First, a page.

As the grower begins to experiment with soil types and mixing them they may begin to look at alternative growing mediums such as rockwool or Clay pebbles. These are mostly artificial grow mediums designed to contain all the plants mineral needs and allow air to get the roots to promote good growth.

Diy Hydroponics Cannabis
Figure 9.1 - This is a picture of rockwool in various forms. You can see slabs and cubes in this picture. 'Grow Dan' is a popular brand of rockwool.

In the early days of experimenting with artificial grow mediums inventors found that plants just needed a suitable material that holds minerals, performs some form of drainage and allows air to get to the roots. If they could invent a non-toxic medium then the plant would surely grow as well as it would in soil. During most investigations they found that the roots did not respond too well to the mediums, but that the plant was receiving nutrition in every aspect when the nutrients were added to the artificial medium by hand. To solve this problem the inventors looked back into the history of growing. They found that many Ancient Civilizations where growing their plants directly in running streams. A light reed or bush was used to keep the plants stems above the rushing water. Of course the inventors knew that only certain types of plants could be grown this way. Then someone had the bright idea of creating a small unit that held water and had the medium and plant set-up in such away that the medium would support the plant above the tank that would feed water to the roots once they grew out of the medium.

Figure 9.2 - Rockwool cubes are excellent for cloning.

Figure 9.2 - Rockwool cubes are excellent for cloning.

Figure 9.3 - This is the underside of a hydroponics system. Notice the root masses hanging down like fine clear strands. Root masses can really grow long in hydroponics systems. This image is by Shipperke.

The method is called hydroponics and is a very successful way of growing marijuana if you are looking for large bud quantities, or bud all year long.

Hydroponics is the technique of growing plants without soil, but rather in beds of sand, gravel, or artificial mediums that are flooded with a nutrient solution.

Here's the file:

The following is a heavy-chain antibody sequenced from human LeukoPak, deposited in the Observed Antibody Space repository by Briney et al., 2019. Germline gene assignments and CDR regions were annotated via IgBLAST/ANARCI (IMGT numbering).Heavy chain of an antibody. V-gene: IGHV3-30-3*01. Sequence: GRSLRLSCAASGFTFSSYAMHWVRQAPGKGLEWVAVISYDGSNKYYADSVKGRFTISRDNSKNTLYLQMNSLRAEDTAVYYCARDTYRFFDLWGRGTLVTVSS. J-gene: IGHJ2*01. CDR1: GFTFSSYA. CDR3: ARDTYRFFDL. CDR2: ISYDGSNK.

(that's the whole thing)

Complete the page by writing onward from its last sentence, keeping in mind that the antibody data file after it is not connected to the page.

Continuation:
Basically a simple hydroponics system consists of a pot, a reservoir, a grow medium, a pump and a set of growth nutrients. The system itself has a top layer and a lower layer, The top layer holds the grow medium and the bottom layer holds the water with added nutrients. The plant is grown in the medium where it will develop a stem and a set of roots. The roots will grow through the medium and down into the nutrient solution. Water and nutrients are pumped into the lower portion of the tank through a reservoir at certain timed intervals. The plants drink the solution down and thus exposes their roots to the air more. If this it timed correctly and the growing solution is maintained the plants will flourish! This is because the plant can devote more of its energy into upper-body growth rather than putting that energy into roots searching for water and air. Now having said this, hydroponically grown plants produce massive root clusters and I mean a big mass of roots.

One can easily pick up a 2-gallon bucket full of root growth from a single plant! This is because roots thrive in hydroponics systems. Hydroponics has become a fast growing trend in cannabis cultivation. It does require a certain degree of maintenance, but the results are sometimes incredible. On the other hand if a hydroponics system is not well maintained the whole unit may fail and kill your plants very quickly. This is the biggest problem that the hydroponics grower has to contend with.